Assemble objective data to justify disciplinary and termination decisions

Employers that have solid, objective information about poor performance seldom lose lawsuits over the firing of a sub-par employee.

Just one caveat: The more objective the data, the better.

Recent case: Ron worked for many years for a series of companies owned by the same Japanese corporation.

Ron, who was over age 60, suffered from a variety of medical problems that made him walk with a limp. He also had to wear sunglasses frequently to protect his eyesight.

In his final position, Ron was named president of a subsidiary. He was told his primary responsibility was to make it profitable.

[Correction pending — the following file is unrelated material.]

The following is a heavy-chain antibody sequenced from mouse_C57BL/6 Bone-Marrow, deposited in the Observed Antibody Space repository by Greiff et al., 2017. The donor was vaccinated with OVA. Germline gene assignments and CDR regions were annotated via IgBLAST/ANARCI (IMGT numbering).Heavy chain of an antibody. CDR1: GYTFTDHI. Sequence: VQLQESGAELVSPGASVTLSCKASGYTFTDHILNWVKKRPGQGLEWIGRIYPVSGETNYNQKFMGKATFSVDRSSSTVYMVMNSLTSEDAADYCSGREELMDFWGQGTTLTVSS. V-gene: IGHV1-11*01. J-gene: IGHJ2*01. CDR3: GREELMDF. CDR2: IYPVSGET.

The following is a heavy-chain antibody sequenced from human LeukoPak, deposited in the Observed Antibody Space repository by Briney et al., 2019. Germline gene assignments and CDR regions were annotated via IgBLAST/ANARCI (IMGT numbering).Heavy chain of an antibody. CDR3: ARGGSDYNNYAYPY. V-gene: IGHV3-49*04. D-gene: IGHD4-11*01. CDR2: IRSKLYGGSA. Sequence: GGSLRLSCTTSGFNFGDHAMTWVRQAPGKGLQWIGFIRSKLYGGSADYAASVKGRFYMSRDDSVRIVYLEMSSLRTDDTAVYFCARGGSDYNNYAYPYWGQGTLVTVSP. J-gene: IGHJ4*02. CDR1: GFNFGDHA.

Ron considered the CEO of the parent company a father figure who had protected him throughout his career with the related companies. That included several years during Ron’s tenure with the subsidiary when he was unable to make it profitable. Then the CEO died.

The company’s new CEO was less forgiving of escalating losses. He documented the profitability problems and asked Ron to produce a business plan. The board reviewed the plan and concluded that it wasn’t workable. Then it fired Ron

He sued, alleging various kinds of discrimination, including age and disability.

The court dismissed Ron’s lawsuit after reviewing the company’s records. They showed Ron had been hired specifically to make the subsidiary profitable and that clearly hadn’t happened. Ron offered no evidence that age or disability discrimination was the real reason he was fired. (Udell v. Kenko International, Court of Appeal of California, 2018)